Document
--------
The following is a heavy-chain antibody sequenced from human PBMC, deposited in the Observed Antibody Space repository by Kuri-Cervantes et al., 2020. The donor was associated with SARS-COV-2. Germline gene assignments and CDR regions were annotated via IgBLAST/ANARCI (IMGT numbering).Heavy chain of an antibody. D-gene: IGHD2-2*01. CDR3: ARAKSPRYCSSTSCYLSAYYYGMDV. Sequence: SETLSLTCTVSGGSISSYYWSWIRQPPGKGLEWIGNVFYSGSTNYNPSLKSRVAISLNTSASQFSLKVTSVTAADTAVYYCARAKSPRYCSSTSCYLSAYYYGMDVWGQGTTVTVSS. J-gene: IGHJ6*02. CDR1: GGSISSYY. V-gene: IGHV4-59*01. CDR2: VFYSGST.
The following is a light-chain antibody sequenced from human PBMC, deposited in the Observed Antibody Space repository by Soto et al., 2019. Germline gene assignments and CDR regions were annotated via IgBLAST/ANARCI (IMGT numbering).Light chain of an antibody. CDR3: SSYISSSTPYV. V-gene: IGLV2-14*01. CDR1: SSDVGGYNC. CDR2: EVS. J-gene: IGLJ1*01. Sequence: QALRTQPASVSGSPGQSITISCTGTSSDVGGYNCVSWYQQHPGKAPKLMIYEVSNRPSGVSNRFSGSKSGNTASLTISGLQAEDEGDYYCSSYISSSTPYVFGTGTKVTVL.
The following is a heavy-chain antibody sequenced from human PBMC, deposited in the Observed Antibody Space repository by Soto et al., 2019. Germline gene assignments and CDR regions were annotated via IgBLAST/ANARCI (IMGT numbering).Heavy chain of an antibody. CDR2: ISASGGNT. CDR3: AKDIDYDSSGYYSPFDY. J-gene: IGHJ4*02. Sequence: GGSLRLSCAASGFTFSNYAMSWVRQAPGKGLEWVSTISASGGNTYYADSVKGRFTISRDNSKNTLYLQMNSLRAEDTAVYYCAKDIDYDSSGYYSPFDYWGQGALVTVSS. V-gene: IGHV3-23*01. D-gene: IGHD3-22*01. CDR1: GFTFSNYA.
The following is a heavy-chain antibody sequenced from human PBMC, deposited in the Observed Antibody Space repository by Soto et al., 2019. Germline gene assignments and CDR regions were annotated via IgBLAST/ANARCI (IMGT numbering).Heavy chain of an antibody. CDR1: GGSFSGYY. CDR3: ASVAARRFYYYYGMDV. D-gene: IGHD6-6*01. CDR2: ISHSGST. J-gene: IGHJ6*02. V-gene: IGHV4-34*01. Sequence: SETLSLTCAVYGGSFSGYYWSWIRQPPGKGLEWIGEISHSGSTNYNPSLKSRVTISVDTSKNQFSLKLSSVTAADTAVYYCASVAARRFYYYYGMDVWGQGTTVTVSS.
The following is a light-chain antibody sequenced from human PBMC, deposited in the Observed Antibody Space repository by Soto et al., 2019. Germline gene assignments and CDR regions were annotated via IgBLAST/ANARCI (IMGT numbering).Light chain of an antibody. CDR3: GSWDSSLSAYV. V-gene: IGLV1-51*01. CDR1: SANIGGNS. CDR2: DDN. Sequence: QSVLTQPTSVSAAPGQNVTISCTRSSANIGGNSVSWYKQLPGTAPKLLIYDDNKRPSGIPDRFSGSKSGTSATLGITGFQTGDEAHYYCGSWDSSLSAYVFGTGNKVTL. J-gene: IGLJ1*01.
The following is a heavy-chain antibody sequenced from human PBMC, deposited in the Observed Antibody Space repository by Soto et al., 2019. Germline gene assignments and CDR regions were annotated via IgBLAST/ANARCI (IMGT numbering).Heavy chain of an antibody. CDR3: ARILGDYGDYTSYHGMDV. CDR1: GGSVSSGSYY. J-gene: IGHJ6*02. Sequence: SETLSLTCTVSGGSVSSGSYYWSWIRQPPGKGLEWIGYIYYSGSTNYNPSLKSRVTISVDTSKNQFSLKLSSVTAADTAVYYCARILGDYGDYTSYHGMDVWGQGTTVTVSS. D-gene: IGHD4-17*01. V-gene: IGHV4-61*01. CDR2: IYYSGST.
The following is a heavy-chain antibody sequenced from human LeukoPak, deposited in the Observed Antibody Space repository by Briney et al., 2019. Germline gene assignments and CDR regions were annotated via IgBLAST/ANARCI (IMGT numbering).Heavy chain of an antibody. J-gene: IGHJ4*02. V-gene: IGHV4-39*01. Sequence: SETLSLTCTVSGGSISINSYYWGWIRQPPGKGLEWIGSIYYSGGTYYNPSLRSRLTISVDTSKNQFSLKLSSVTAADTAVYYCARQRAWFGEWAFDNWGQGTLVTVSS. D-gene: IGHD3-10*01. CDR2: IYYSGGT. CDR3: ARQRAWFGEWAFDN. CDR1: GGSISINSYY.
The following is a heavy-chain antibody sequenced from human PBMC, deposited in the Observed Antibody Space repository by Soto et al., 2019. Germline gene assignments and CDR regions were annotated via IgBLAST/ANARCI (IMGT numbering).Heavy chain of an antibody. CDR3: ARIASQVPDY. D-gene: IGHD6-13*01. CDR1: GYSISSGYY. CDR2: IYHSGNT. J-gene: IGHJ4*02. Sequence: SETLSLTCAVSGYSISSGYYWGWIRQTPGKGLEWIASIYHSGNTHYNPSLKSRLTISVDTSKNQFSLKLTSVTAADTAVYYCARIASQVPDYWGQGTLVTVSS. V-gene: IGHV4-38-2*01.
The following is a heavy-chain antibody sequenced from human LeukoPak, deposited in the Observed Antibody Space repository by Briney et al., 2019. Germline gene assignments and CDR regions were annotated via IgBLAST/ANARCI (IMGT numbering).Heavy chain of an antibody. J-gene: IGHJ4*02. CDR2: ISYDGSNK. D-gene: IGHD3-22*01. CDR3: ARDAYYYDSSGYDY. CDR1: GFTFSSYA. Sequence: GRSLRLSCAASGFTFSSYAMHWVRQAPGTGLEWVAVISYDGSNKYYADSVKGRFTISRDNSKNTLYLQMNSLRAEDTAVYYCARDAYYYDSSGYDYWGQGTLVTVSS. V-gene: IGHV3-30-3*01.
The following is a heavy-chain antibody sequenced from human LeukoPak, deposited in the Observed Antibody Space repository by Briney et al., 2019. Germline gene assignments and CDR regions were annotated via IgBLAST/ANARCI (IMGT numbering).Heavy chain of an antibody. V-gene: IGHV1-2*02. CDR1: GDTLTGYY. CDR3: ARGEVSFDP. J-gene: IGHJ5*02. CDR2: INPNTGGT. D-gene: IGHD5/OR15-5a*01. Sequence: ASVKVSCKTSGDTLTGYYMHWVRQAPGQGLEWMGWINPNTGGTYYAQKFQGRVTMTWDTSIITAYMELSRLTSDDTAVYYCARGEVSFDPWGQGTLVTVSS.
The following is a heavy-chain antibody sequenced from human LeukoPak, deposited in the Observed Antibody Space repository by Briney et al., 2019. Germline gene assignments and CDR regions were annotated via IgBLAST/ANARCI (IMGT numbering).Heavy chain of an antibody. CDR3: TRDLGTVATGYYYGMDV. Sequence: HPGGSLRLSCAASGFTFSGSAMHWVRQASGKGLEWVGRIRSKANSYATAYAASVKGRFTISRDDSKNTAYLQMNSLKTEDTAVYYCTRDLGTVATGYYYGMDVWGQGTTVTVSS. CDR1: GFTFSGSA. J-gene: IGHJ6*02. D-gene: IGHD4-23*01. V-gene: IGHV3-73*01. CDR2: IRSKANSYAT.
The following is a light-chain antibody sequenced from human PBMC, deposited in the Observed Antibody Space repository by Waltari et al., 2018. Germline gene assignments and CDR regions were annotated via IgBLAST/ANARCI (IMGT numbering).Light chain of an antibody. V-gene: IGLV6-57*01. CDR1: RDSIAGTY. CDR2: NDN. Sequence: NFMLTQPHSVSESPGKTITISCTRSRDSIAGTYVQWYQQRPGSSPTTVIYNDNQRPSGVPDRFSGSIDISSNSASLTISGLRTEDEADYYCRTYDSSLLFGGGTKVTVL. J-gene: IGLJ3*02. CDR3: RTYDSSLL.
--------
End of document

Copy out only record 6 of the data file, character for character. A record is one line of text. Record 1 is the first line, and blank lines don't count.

The following is a heavy-chain antibody sequenced from human PBMC, deposited in the Observed Antibody Space repository by Soto et al., 2019. Germline gene assignments and CDR regions were annotated via IgBLAST/ANARCI (IMGT numbering).Heavy chain of an antibody. CDR3: ARILGDYGDYTSYHGMDV. CDR1: GGSVSSGSYY. J-gene: IGHJ6*02. Sequence: SETLSLTCTVSGGSVSSGSYYWSWIRQPPGKGLEWIGYIYYSGSTNYNPSLKSRVTISVDTSKNQFSLKLSSVTAADTAVYYCARILGDYGDYTSYHGMDVWGQGTTVTVSS. D-gene: IGHD4-17*01. V-gene: IGHV4-61*01. CDR2: IYYSGST.